More time needed to consider development
Sunday, March 19, 2017
The Greenville City Council should apply the breaks on Monday when it considers a large residential project proposed on Charles Boulevard.
The proposal to bring up to 180 single family units and 325 multifamily units to an 85-acre piece of farmland between Grace Church and Tucker Estates first became public just a month ago when it went before the city’s Planning & Zoning Commission.
The commission voted 8-1 to recommend it to the council for approval. The council is slated to consider the matter at is monthly meeting on Monday, but an important piece of information was omitted from Feb. 21 the discussion.
At no point during the exchange with Planning & Zoning commissioners did the developers’ representatives or city officials mention plans to make a subsequent request for a special-use permit to allow the construction of dormitory-style housing in a 26-acre portion of the project.
The first public disclosure of the possible student housing complex came with the release last week of the planning commission’s agenda, which contained the special-use request for a plan called “The Retreat.”
The planning commission is meeting on Tuesday, just a day after the council meets, and may approve the request if the council rezones the tract in question, one of five tracts that are part of the proposal.
Does Greenville need another dormitory-style housing development at this time? It will be interesting to see how the council votes considering its recent denial of a rezoning request that some members worried could lead to student housing near the intersection of Evans Street and Arlington Boulevard.
Four of six on council said they were concerned that a new project would create too many student beds, especially in light of several projects underway downtown and on 10th Street across from East Carolina university.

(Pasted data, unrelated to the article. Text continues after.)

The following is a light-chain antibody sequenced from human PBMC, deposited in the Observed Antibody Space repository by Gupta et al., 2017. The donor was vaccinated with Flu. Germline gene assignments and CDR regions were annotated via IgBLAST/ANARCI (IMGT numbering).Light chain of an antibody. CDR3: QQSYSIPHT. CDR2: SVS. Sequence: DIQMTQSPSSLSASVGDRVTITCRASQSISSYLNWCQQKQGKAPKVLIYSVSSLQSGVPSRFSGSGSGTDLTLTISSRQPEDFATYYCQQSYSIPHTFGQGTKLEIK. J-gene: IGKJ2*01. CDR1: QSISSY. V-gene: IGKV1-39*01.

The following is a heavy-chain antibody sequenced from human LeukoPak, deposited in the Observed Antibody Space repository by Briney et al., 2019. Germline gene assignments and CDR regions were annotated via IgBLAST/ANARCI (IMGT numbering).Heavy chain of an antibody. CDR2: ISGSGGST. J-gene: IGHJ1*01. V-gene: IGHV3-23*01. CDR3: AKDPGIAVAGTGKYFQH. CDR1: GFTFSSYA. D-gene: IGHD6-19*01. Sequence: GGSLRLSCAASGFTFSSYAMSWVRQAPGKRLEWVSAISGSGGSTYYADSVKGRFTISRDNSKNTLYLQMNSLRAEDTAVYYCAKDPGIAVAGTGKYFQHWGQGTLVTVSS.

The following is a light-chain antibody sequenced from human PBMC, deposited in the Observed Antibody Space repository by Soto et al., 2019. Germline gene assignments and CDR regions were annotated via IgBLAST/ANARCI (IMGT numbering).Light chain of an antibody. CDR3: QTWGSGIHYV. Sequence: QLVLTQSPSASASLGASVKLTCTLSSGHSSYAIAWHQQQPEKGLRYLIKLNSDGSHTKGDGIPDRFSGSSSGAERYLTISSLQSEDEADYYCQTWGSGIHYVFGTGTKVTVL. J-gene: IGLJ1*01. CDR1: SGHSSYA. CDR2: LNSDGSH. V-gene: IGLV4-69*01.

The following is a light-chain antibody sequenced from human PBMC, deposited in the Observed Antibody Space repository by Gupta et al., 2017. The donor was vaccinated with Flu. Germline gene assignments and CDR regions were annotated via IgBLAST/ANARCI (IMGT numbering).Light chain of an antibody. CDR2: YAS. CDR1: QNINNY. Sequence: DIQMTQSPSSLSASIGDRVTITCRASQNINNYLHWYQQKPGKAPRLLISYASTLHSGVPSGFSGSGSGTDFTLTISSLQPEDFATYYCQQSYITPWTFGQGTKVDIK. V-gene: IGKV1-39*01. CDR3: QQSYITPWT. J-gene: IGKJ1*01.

Older developments and ones on the outskirts of town meanwhile could struggle to maintain occupancy, which could lead to their decline and have a a detrimental effect on surrounding properties. The former North Campus Crossing, a 1,700 bed student-housing complex that opened north of the river in 2006, currently sits empty and in financial distress, for instance.
The Landing student complex sits across the street from the Charles proposal and The Bellamy Student Living complex sits just a mile to the south. Yet another request that could allow for student housing on nearby Bells Fork Road also is going before the Planning and Zoning Commission on Tuesday.
Tabling a decision on Monday also would give council and city residents time for a closer look at traffic flow on busy Charles Boulevard and connectivity questions with nearby neighborhoods, especially now that we know it could bring a 656-bed dormitory complex. How would the traffic impact a proposed access point on Charles at Hyde Drive and a second on Fire Tower Road? Would there be other access points on Charles in addition to the one at Hyde? Would there be greater cut-through traffic in Tucker Estates?
Among other topics worth consideration is runoff into Meeting House Branch, which borders the property and runs northeast to the Tar River through neighborhoods including Planters Walk, Cherry Oaks North, Camelot and Brook Valley. Currently farmland absorbs a good deal of rainfall at the site, but the addition of houses, buildings, roads and parking lots will greatly reduce permeable surfaces. Will that rush more water into the creek?
The planning commission approved this proposal in large measure because it complies nicely with the city’s long-range land use plant. Indeed, the plans are well suited for the character of that area.
But there is much to consider here, and the plans have been available to the public for only a few weeks. It wouldn’t hurt to put of a vote for a month to give us all time to digest the, raise concerns if we have them and see if they can be addressed.